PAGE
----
4. Cognitive-behavioral therapy: These are a set of certain cognitive techniques/tasks that may result in deviating psychological attention from the stressor, thus reducing the stress. These involve solving puzzles or deep breathing and relaxing techniques as well.
Pro: These are effective without causing any harm and can help recanalize your energies.
Con: These techniques work only if the individual is ready to accept the directions and really wants to deviate from the stressor.
All the above-mentioned treatments must be administered under the assistance of a trained therapist/counselor.
Prevention: The basic dos and don’ts
The stress-preventive strategies, often referred to as stress-inoculation methods, can help you successfully manage anticipated stress. It involves incorporating some principle changes in your daily life:
1. Learn to prioritize:
a. Do: Always make sure that you prioritize your tasks on a scale of 1 to 5. Try to work in a given time frame. Be your own task-master, setting your own rewards and punishments.
b. Don’t: Try to avoid procrastination. Last minute work will only cause more stress and the result may not be as fruitful.
2. Learn to be sincere to yourself:
a. Do: Sincerely inspect what is stressful to you and what is not. Know your limitations and strengths.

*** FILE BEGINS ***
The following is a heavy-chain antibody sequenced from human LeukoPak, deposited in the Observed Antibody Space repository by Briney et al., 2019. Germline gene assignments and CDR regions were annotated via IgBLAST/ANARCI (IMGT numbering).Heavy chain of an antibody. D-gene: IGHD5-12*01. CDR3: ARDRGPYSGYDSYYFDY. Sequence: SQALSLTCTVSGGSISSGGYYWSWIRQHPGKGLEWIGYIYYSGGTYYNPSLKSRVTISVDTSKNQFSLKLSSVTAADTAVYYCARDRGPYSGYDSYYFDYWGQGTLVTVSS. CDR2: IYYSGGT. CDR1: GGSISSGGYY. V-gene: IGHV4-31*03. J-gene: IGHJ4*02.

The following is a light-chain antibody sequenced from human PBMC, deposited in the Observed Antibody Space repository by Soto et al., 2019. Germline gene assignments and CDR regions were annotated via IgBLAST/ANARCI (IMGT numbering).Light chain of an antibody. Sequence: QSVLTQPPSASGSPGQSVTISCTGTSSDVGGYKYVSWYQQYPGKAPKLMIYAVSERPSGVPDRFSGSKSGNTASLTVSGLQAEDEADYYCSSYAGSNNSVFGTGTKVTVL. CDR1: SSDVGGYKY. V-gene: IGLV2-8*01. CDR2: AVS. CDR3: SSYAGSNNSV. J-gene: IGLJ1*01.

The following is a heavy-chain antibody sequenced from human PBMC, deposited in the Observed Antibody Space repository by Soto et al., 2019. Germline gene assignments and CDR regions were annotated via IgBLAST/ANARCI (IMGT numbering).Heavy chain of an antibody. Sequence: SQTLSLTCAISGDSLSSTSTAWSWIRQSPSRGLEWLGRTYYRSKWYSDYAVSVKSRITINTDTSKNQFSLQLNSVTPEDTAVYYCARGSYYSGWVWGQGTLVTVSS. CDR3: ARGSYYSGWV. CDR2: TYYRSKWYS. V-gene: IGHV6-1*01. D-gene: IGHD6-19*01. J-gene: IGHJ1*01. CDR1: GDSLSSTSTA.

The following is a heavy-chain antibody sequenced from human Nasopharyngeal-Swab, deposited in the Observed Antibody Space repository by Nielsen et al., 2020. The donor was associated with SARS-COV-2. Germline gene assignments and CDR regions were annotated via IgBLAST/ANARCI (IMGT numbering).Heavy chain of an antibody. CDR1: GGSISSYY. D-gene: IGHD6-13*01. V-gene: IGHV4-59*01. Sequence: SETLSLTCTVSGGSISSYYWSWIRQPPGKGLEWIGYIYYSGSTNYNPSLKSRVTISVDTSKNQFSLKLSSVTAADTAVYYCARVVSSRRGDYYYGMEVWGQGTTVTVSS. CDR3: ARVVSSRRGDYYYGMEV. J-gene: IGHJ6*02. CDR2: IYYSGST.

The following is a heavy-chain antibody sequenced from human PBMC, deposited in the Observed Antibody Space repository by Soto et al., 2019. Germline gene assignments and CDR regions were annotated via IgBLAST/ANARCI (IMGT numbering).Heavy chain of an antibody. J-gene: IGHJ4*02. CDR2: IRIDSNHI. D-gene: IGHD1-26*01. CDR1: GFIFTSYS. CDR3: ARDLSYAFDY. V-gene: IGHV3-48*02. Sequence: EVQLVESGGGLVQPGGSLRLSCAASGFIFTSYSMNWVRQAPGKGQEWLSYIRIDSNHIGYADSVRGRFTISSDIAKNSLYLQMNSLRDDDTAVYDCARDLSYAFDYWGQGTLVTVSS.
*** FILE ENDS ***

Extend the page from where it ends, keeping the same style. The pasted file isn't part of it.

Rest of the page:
b. Don’t: Do not commit to tasks, which will not make you content or happy at the end. 3. Learn to ‘let go’:
a. Do: Rationalize with what is really yours and what is not, who is yours, and who is not.
b. Don’t: Do not mess up relationships with people or objects by becoming possessive
4. Learn to say ‘no’:
a. Do: Speak up whenever necessary. Stand against whatever is unacceptable to you.
b. Don’t: Never bottle up your filtered and refined thoughts or suggestions. Do not hold back your feelings/emotions.
5. Learn to love yourself:
a. Do: Love your body and mind. Practice yoga, and laugh and smile very often. Treat yourself whenever you feel the urge. Socialize, make friends with like-minded people, and engage in activities that may let you realize that all is futile if you fail to keep yourself happy.
b. Don’t: Do not judge yourself too much. Do not let go off your self-esteem. Do not smoke or drink alcohol, as it will only aggravate the situation.
Frequently Asked Questions
1. Does stress always occur after a traumatic event?
No, not always, Stress may result even from day-to-day activities if the individual is inept in coping with the situations.
2. What is the difference between stress and depression?
Stress, in low amounts, is the required impetus that helps an individual perform a certain task productively. However, depression results from prolonged stress and may cause a nervous breakdown, disturbing the pattern of a functional life.
3. Are stress and depression disorders prone in affluent households only?
No. In fact, depression and stress-related problems are on the rise in middle class and lower strata as well.
4. Do all depressed patients have weak and dysfunctional personalities?
No, not at all. Depression or any stress disorder is a medical condition that can be treated very well by therapy and medication. Such people are not weak psychologically and can lead normal lives, post-treatment.
5. Are anti-depressants addictive?
Anti-depressants are addictive, only if taken in excess amounts without any medical supervision. By that parameter, every other medicine is addictive.